21 March, 2002
"Tennesse Williams saw himself as a shy, sensitive and gifted man trapped in a world where mendacity replaced communication, brute violence replaced love, and loneliness." (Ryan 3176) This one statement explains most of Williams's life. He grew up and went to school in the South. While growing up, he had a disfunctional family. The time frame in which he grew also had an extreme effect upon his writing. Tennesse Williams used his many observations of the South's emergence from naivetÃÂ© and the daily life of the people's struggle to stay live in body and spirit to display the cruelty of his time and place.
Williams's Southern influences are clear when reading his work. For example, his characters from A Streetcar Named Desire, Blanche and Mitch both have a tenacious Southern persuasion. Both are refined, genteel, softhearted, and cultured. In addition, the wild Cecilians of The RoseTattoo, show some the South's ideal that Mediterranean people have more fun (Unger 380).
Unger further thinks that the fun-loving Mexicans in The Iguana demonstrate that if foreigners ever cease to be foreigners; they will still be outsiders (381). This is a Southern view and was important to Williams's writing style.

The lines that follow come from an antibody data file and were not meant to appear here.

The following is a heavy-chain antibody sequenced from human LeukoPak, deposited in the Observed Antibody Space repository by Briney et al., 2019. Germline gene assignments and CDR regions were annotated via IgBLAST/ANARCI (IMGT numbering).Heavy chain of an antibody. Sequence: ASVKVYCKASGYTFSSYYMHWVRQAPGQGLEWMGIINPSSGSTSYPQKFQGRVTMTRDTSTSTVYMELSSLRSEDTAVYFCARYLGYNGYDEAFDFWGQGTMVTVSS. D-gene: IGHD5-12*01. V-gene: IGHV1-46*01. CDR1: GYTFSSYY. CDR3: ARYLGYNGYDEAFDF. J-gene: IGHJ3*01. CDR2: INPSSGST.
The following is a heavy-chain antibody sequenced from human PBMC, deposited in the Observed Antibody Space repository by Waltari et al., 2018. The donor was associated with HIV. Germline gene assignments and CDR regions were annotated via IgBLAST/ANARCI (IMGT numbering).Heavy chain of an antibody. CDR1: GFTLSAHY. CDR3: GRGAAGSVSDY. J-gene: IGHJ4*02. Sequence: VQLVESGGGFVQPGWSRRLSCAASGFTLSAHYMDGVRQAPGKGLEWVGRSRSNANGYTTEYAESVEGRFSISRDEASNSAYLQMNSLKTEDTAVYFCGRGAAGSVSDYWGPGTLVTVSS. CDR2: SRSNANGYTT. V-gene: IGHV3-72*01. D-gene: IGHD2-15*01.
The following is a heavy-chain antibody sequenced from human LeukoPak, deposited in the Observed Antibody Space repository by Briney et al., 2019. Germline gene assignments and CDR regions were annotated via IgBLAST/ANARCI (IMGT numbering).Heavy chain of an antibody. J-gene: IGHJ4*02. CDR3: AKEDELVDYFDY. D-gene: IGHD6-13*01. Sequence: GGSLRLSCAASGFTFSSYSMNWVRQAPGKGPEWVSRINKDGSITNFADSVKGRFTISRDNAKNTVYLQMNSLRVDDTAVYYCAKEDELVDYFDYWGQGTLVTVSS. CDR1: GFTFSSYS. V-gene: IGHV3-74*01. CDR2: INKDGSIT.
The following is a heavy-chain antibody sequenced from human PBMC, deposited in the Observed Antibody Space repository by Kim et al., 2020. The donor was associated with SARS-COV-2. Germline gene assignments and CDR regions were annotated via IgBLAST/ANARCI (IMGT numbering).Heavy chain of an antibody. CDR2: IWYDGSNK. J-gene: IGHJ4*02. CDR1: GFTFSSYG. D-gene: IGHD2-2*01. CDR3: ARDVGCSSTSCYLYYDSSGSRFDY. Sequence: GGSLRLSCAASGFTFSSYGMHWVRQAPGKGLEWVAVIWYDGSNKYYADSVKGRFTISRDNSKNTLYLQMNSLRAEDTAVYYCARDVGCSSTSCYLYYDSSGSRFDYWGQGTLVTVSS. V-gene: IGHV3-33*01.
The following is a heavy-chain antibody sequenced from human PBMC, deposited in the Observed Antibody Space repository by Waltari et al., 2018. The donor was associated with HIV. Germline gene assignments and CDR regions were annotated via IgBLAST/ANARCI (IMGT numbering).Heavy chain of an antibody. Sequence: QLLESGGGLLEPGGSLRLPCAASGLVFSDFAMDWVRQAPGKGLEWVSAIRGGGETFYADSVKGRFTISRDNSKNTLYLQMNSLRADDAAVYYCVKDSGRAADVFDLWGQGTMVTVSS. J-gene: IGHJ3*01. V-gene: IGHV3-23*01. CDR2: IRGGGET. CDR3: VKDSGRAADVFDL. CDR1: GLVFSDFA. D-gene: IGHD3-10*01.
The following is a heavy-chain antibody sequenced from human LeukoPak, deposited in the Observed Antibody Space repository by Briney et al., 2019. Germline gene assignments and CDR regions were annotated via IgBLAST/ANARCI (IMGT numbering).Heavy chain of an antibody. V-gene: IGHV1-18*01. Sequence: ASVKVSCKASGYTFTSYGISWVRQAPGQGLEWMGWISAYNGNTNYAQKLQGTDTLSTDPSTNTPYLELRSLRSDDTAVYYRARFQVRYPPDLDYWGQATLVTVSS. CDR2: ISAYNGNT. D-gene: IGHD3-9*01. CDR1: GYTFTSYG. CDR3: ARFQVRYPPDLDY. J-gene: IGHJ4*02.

Speaking of the Southern view, it had much impact in Tennesse's works. For instance, in Streetcar, Leonard Unger's view was "...the rape of Blanche signifies the ravishment of the tender, sensitive, and delicate by the savage and brutal forces of modern society" (Unger 380). Williams was born March 26, 1911 in Columbus,
Mississippi (Ryan 3172). The South he grew up in was gentile, refined, and very relaxed. Considering the time in which the play was written (1947, Hippograph Web Page), the "rape" clearly depicts the Great Depression's effects on the South. Everyone had to fight...